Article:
- the tax-free component, or taxed element of a capped defined benefit income stream, where the payee is 60 years old or over and the total of these amounts is below their defined benefit income cap
- the taxed element of an account-based super income stream where the payee is 60 years or over.
In these circumstances no withholding is required.
Heather is 85 and is in receipt of a capped defined benefit income stream from a fully funded defined benefit fund for the full year. Heather's super fund does not have her TFN. As Heather is receiving an income stream from a fully funded defined benefit fund with an annual entitlement of $80,000, her super fund does not apply the no-TFN withholding rate.
End of example
Working out the withholding amount
Factors to consider when working out the withholding amount include:
- whether the payee is an Australian resident or foreign resident for tax purposes
- the age of the payee
- the frequency of the super income stream payments – for example, fortnightly, monthly
- whether the payee is claiming the tax-free threshold
- whether the payee is claiming the seniors and pensioners tax offset
- whether the payee is receiving a disability super income stream
- whether the super income stream includes an untaxed element (generally payments from state and Commonwealth public sector super schemes)
- the type of super income stream
- whether the total of the taxed elements and tax-free component is greater or less than the defined benefit income cap (the cap)
- whether the defined benefit income cap should be reduced
- whether the income stream is a super death benefit income stream.
Payments to Australian residents
This schedule is divided into five parts. The amount required to be withheld from a super income stream depends on the type of super income stream you pay:
- account-based super income stream – use part A
- capped defined benefit income stream and
- payee is under 60 years old at any time during the financial year, including
- disability super income streams
- death benefit (including reversionary) income streams where the deceased was aged less than 60 – use part A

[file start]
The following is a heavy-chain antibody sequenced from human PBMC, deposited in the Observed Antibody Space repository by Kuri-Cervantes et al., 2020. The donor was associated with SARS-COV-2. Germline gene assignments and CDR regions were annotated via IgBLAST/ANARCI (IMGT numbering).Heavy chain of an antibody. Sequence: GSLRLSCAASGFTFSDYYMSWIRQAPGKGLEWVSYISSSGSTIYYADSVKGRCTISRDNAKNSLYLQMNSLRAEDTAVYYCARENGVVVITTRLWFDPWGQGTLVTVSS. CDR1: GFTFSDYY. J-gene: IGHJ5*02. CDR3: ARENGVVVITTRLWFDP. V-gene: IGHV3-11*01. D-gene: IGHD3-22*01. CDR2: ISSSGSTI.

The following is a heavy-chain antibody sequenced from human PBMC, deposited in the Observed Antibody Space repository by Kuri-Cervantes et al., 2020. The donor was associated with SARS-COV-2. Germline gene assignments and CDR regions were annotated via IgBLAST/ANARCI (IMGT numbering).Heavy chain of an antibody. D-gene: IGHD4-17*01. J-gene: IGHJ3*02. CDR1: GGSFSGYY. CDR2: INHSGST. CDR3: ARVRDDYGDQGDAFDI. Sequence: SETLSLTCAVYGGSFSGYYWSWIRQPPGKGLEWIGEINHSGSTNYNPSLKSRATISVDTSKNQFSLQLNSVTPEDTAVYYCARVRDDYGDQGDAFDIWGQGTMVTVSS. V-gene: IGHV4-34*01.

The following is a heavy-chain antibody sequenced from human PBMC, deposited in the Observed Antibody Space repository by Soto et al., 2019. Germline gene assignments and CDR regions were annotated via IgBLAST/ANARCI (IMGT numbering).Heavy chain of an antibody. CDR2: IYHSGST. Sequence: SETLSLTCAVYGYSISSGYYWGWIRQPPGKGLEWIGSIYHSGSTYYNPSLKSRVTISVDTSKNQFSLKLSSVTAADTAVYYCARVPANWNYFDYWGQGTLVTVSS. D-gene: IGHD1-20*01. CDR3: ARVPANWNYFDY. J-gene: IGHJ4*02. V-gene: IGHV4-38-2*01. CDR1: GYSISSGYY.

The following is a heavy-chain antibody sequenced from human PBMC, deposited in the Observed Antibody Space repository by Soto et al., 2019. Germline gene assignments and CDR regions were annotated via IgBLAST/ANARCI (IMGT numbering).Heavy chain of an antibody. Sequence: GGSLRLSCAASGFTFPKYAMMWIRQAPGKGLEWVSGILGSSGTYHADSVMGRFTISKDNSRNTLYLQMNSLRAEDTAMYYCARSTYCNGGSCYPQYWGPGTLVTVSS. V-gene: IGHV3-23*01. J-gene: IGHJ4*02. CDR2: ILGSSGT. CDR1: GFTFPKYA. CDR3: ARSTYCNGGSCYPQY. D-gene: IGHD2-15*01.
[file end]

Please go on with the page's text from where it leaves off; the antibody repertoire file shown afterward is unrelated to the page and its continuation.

(Note: where the payee turns 60 during the year you will need to complete part E for post 60 income stream payments)
- payee turns 60 years old during the financial year or starts their super income stream part way through the year at age 60 or older – use part E for post 60 income stream payments.
- payee is 60 years old or over for the full financial year
- a taxable component – taxed element and or a tax-free component – use part B
- a taxable component – untaxed element only – use part C
- a mixture of the above components – use part D
- payee is under 60 years old, and is in receipt of a reversionary death benefit income stream and the deceased was 60 years old or older at the time of death – use part E
Payments to foreign residents
If the super income stream is to be made to a foreign resident, you will need to check if there is a tax treaty with their country of residence. If the super income stream is assessable in the other country because of the treaty, no withholding is required.
If a foreign resident's super income stream is assessable in Australia, you are required to withhold from the payment.
Rounding of withholding amounts
Ignore any cents in an income stream before using any of the steps in this schedule to calculate withholding. Withholding amounts calculated using the steps are rounded to the nearest dollar. Results ending in exactly 50 cents are rounded to the next highest dollar. Do this rounding directly – do not make a preliminary rounding to the nearest cent. Where no TFN has been provided, cents are ignored when withholding amounts are calculated.
Last modified: 21 Jun 2021QC 65806